News

Yoshimi Smith’s Upcoming Speaking Engagement

Yoshimi is scheduled to speak on Trusts and Divorce at the New York University 78th Annual Institute on Federal Taxation in New York, NY in October, 2018 and in San Diego, CA in November, 2018.

 

Super Lawyers 2018

The firm is proud to announce the inclusion of Amy B. Beller (Estate and Trust Litigation) and Yoshimi O. Smith (Estate Planning & Probate) in the 2018 edition of Super Lawyers.

Click here to read about the Super Lawyers list and selection process.

 

Article Published in ActionLine – Amy Beller

Specific Considerations In Trust And Estate Mediations

Amy B. Beller had an article published in the Winter edition of ActionLine (Vol. 39, Winter 2017-2018), a Florida Bar publication, entitled “Specific Considerations In Trust And Estate Mediations.”

The Real Property, Probate and Trust Law Section’s ActionLine is a quarterly publication containing the latest news on Florida law of concern.

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Super Lawyers 2017

The firm is proud to announce the inclusion of Amy B. Beller (Estate and Trust Litigation) and Yoshimi O. Smith (Estate Planning & Probate) in the 2017 edition of Super Lawyers:

Click here to read about the Super Lawyers list and selection process.

Super Lawyers 2016

The firm is proud to announce the inclusion of Amy B. Beller (Estate and Trust Litigation) and Yoshimi O. Smith (Estate Planning & Probate) in the 2016 edition of Super Lawyers:

Click here to read about the Super Lawyers list and selection process.

Super Lawyers 2015

The firm is proud to announce the inclusion of Amy B. Beller (Estate and Trust Litigation) and Yoshimi O. Smith (Estate Planning & Probate) in the 2015 edition of Super Lawyers:

Click here to read about the Super Lawyers list and selection process.

ACTEC

Congratulations to Amy B. Beller who has been named a Fellow of the College for the American College of Trust and Estate Counsel (ACTEC).

The American College of Trust and Estate Counsel is a national organization of approximately 2,600 lawyers elected to membership by demonstrating the highest level of integrity, commitment to the profession, competence and experience as trust and estate counselors.

Its members work to teach those who aspire to enter the field and to improve and reform laws, procedure and standards while working with their peers and other professional organizations.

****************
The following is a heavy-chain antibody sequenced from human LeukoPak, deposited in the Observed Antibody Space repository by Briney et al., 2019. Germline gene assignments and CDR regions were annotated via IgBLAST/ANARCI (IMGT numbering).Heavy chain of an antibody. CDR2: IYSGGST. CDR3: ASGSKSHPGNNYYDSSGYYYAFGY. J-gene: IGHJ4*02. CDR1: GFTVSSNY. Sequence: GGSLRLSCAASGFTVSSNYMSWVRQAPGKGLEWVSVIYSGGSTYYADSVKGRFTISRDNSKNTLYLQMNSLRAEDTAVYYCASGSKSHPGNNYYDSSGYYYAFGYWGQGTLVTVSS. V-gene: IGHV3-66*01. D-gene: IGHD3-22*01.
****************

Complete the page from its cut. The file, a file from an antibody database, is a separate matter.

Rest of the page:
About ACTEC

Click here for Amy Beller’s profile.

Beller Smith on Winning Side of Fourth DCA Decision

Probate litigator Amy B. Beller was on the winning side of Wilson v. Wilson, — So.3d — (Fla. 4th DCA 2014), 2014 WL 2101226, a high-profile case that involved an issue of first impression in Florida: whether or not the ashes of a decedent are considered “property.” Affirming, the Fourth District Court of Appeal answered no.

At the trial level, the mother and father agreed to have their twenty-three-year-old son cremated, but disagreed about where to bury the ashes. The father petitioned the court to declare the ashes of his son “property” under F.S. § 731.201(32) and partitioned under the Florida Probate Code, F.S. § 733.814. For religious and personal reasons, the mother opposed having the ashes divided. After an evidentiary hearing, the trial court ultimately found that the ashes were not “property” subject to partition, and denied the father’s petition.

On appeal, the Court affirmed the trial court’s holding that the ashes are not property under F.S. § 731.201(32). The Court cited commentary by Sir William Blackstone in 1753 concerning how remains of a decedent have been treated over time. The Court followed with citations to Florida case law which establish that there are no property rights in the remains of a decedent, and that the right of a personal representative or others to the remains is limited to a right of possession for purposes of burial, sepulture or other disposition.

Although the Court correctly noted that there is no Florida precedent regarding application of the Florida Probate Code’s partition statute to cremated remains, the Court adhered to Florida precedent in declaring that the decedent’s remains are not “property,” and expressly adopted the following words of Judge Warner in Cohen v. Guardianship of Cohen, 896 So. 2d 950, 955 (Fla. 4th DCA 2005):

It is a sorrowful matter to have relatives disputing in court over the remains of the deceased. In this case in particular, there is no solution that will bring peace to all parties. We express our sympathies to both sides in their loss, which must be magnified by these proceedings. Cases such as this require the most sensitive exercise of the equitable powers of the trial courts. We are confident that the experienced trial judge exercised his power with due regard for the serious and emotional issues presented.

The Court suggested that if any change in the law is desired, it would be best left to the legislature.